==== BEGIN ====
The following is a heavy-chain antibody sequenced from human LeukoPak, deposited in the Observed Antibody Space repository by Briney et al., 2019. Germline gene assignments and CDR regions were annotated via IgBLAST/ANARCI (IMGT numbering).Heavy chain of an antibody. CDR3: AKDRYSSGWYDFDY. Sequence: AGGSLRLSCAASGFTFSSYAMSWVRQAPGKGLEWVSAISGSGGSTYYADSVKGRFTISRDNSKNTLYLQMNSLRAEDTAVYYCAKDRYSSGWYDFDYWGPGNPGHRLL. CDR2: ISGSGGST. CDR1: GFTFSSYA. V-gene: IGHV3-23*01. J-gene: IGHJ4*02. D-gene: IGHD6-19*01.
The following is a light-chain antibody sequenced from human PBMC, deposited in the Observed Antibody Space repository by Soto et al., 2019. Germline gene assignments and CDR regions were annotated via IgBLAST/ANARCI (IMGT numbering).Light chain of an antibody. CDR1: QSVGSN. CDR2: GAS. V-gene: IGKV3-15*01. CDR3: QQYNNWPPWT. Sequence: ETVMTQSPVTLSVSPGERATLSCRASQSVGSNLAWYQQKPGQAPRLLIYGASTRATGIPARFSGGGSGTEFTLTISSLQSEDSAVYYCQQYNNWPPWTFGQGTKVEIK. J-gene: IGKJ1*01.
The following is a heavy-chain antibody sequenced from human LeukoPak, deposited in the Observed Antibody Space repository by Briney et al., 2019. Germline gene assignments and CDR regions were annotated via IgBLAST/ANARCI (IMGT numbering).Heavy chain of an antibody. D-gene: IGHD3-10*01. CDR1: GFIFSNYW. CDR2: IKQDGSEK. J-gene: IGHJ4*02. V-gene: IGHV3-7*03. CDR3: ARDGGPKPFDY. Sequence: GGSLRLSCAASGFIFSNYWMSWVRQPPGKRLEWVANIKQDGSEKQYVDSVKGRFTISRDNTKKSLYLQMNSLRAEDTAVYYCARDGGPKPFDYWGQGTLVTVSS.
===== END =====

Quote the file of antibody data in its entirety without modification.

The following is a heavy-chain antibody sequenced from human LeukoPak, deposited in the Observed Antibody Space repository by Briney et al., 2019. Germline gene assignments and CDR regions were annotated via IgBLAST/ANARCI (IMGT numbering).Heavy chain of an antibody. CDR3: AKDRYSSGWYDFDY. Sequence: AGGSLRLSCAASGFTFSSYAMSWVRQAPGKGLEWVSAISGSGGSTYYADSVKGRFTISRDNSKNTLYLQMNSLRAEDTAVYYCAKDRYSSGWYDFDYWGPGNPGHRLL. CDR2: ISGSGGST. CDR1: GFTFSSYA. V-gene: IGHV3-23*01. J-gene: IGHJ4*02. D-gene: IGHD6-19*01.
The following is a light-chain antibody sequenced from human PBMC, deposited in the Observed Antibody Space repository by Soto et al., 2019. Germline gene assignments and CDR regions were annotated via IgBLAST/ANARCI (IMGT numbering).Light chain of an antibody. CDR1: QSVGSN. CDR2: GAS. V-gene: IGKV3-15*01. CDR3: QQYNNWPPWT. Sequence: ETVMTQSPVTLSVSPGERATLSCRASQSVGSNLAWYQQKPGQAPRLLIYGASTRATGIPARFSGGGSGTEFTLTISSLQSEDSAVYYCQQYNNWPPWTFGQGTKVEIK. J-gene: IGKJ1*01.
The following is a heavy-chain antibody sequenced from human LeukoPak, deposited in the Observed Antibody Space repository by Briney et al., 2019. Germline gene assignments and CDR regions were annotated via IgBLAST/ANARCI (IMGT numbering).Heavy chain of an antibody. D-gene: IGHD3-10*01. CDR1: GFIFSNYW. CDR2: IKQDGSEK. J-gene: IGHJ4*02. V-gene: IGHV3-7*03. CDR3: ARDGGPKPFDY. Sequence: GGSLRLSCAASGFIFSNYWMSWVRQPPGKRLEWVANIKQDGSEKQYVDSVKGRFTISRDNTKKSLYLQMNSLRAEDTAVYYCARDGGPKPFDYWGQGTLVTVSS.